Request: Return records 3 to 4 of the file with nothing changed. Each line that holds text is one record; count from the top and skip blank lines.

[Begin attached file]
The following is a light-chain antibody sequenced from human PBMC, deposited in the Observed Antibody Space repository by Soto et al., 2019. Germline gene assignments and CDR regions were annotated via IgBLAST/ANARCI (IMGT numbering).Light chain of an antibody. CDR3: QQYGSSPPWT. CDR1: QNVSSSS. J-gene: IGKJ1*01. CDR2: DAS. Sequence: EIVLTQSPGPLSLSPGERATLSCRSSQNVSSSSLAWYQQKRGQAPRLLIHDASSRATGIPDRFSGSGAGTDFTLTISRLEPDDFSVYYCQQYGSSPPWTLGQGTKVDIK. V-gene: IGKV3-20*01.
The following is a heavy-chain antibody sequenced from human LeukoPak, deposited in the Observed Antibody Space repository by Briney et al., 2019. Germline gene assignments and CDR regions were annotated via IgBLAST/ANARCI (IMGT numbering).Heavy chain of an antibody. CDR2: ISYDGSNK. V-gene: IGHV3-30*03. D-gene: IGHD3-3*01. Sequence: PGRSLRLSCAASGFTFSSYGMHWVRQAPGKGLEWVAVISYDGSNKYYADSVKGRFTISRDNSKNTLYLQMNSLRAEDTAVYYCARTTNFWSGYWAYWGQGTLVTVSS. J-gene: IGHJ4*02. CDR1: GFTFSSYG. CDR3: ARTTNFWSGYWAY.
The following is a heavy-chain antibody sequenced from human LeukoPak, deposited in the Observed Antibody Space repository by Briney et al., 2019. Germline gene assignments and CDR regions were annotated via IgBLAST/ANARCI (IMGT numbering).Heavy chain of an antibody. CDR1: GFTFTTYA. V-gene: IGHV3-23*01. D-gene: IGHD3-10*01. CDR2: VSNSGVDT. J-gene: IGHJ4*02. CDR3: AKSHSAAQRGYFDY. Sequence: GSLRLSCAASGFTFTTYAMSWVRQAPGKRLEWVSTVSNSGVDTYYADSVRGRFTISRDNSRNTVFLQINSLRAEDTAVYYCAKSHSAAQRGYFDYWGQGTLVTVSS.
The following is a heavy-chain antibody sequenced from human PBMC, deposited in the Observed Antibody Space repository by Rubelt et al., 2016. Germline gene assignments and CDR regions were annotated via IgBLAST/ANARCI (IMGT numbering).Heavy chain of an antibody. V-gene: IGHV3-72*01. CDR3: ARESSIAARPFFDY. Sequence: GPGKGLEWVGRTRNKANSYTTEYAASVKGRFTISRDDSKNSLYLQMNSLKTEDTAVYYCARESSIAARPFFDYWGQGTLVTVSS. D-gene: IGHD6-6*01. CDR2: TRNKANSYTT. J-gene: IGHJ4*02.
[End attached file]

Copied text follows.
The following is a heavy-chain antibody sequenced from human LeukoPak, deposited in the Observed Antibody Space repository by Briney et al., 2019. Germline gene assignments and CDR regions were annotated via IgBLAST/ANARCI (IMGT numbering).Heavy chain of an antibody. CDR1: GFTFTTYA. V-gene: IGHV3-23*01. D-gene: IGHD3-10*01. CDR2: VSNSGVDT. J-gene: IGHJ4*02. CDR3: AKSHSAAQRGYFDY. Sequence: GSLRLSCAASGFTFTTYAMSWVRQAPGKRLEWVSTVSNSGVDTYYADSVRGRFTISRDNSRNTVFLQINSLRAEDTAVYYCAKSHSAAQRGYFDYWGQGTLVTVSS.
The following is a heavy-chain antibody sequenced from human PBMC, deposited in the Observed Antibody Space repository by Rubelt et al., 2016. Germline gene assignments and CDR regions were annotated via IgBLAST/ANARCI (IMGT numbering).Heavy chain of an antibody. V-gene: IGHV3-72*01. CDR3: ARESSIAARPFFDY. Sequence: GPGKGLEWVGRTRNKANSYTTEYAASVKGRFTISRDDSKNSLYLQMNSLKTEDTAVYYCARESSIAARPFFDYWGQGTLVTVSS. D-gene: IGHD6-6*01. CDR2: TRNKANSYTT. J-gene: IGHJ4*02.